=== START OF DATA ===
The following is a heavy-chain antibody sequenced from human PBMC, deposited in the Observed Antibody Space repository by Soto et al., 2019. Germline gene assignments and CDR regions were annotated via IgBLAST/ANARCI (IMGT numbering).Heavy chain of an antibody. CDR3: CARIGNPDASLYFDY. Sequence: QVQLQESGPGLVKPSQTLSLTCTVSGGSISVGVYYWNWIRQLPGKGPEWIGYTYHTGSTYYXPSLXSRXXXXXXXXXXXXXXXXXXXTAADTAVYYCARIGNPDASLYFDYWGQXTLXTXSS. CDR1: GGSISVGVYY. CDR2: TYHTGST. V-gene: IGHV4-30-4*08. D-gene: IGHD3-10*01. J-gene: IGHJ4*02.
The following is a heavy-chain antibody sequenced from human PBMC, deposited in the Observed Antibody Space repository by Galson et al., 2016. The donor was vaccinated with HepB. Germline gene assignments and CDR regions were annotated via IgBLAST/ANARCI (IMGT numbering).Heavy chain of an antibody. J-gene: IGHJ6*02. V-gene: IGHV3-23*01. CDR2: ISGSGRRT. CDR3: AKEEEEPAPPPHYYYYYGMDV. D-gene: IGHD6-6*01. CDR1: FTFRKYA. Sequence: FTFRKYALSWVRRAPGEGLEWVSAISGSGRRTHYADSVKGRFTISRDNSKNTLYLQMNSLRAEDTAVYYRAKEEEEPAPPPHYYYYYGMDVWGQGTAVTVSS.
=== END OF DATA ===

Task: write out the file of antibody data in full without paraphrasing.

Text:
The following is a heavy-chain antibody sequenced from human PBMC, deposited in the Observed Antibody Space repository by Soto et al., 2019. Germline gene assignments and CDR regions were annotated via IgBLAST/ANARCI (IMGT numbering).Heavy chain of an antibody. CDR3: CARIGNPDASLYFDY. Sequence: QVQLQESGPGLVKPSQTLSLTCTVSGGSISVGVYYWNWIRQLPGKGPEWIGYTYHTGSTYYXPSLXSRXXXXXXXXXXXXXXXXXXXTAADTAVYYCARIGNPDASLYFDYWGQXTLXTXSS. CDR1: GGSISVGVYY. CDR2: TYHTGST. V-gene: IGHV4-30-4*08. D-gene: IGHD3-10*01. J-gene: IGHJ4*02.
The following is a heavy-chain antibody sequenced from human PBMC, deposited in the Observed Antibody Space repository by Galson et al., 2016. The donor was vaccinated with HepB. Germline gene assignments and CDR regions were annotated via IgBLAST/ANARCI (IMGT numbering).Heavy chain of an antibody. J-gene: IGHJ6*02. V-gene: IGHV3-23*01. CDR2: ISGSGRRT. CDR3: AKEEEEPAPPPHYYYYYGMDV. D-gene: IGHD6-6*01. CDR1: FTFRKYA. Sequence: FTFRKYALSWVRRAPGEGLEWVSAISGSGRRTHYADSVKGRFTISRDNSKNTLYLQMNSLRAEDTAVYYRAKEEEEPAPPPHYYYYYGMDVWGQGTAVTVSS.